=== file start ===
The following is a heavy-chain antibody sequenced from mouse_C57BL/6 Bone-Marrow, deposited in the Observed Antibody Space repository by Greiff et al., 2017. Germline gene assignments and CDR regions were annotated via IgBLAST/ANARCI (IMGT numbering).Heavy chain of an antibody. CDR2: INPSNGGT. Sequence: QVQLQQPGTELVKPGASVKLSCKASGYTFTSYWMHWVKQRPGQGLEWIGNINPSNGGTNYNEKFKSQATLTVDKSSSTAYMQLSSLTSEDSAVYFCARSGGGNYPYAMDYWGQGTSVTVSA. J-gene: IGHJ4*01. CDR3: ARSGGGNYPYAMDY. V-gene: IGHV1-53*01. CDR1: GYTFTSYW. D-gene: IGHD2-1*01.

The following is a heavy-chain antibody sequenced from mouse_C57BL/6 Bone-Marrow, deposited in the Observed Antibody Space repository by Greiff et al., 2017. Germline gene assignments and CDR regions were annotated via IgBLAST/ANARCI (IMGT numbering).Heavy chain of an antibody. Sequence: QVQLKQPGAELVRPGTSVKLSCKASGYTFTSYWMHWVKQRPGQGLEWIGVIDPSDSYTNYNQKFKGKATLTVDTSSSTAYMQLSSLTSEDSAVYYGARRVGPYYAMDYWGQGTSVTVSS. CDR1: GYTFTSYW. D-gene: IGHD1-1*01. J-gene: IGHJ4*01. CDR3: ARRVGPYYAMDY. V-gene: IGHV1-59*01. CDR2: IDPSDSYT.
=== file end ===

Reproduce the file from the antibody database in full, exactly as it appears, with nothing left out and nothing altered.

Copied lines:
The following is a heavy-chain antibody sequenced from mouse_C57BL/6 Bone-Marrow, deposited in the Observed Antibody Space repository by Greiff et al., 2017. Germline gene assignments and CDR regions were annotated via IgBLAST/ANARCI (IMGT numbering).Heavy chain of an antibody. CDR2: INPSNGGT. Sequence: QVQLQQPGTELVKPGASVKLSCKASGYTFTSYWMHWVKQRPGQGLEWIGNINPSNGGTNYNEKFKSQATLTVDKSSSTAYMQLSSLTSEDSAVYFCARSGGGNYPYAMDYWGQGTSVTVSA. J-gene: IGHJ4*01. CDR3: ARSGGGNYPYAMDY. V-gene: IGHV1-53*01. CDR1: GYTFTSYW. D-gene: IGHD2-1*01.

The following is a heavy-chain antibody sequenced from mouse_C57BL/6 Bone-Marrow, deposited in the Observed Antibody Space repository by Greiff et al., 2017. Germline gene assignments and CDR regions were annotated via IgBLAST/ANARCI (IMGT numbering).Heavy chain of an antibody. Sequence: QVQLKQPGAELVRPGTSVKLSCKASGYTFTSYWMHWVKQRPGQGLEWIGVIDPSDSYTNYNQKFKGKATLTVDTSSSTAYMQLSSLTSEDSAVYYGARRVGPYYAMDYWGQGTSVTVSS. CDR1: GYTFTSYW. D-gene: IGHD1-1*01. J-gene: IGHJ4*01. CDR3: ARRVGPYYAMDY. V-gene: IGHV1-59*01. CDR2: IDPSDSYT.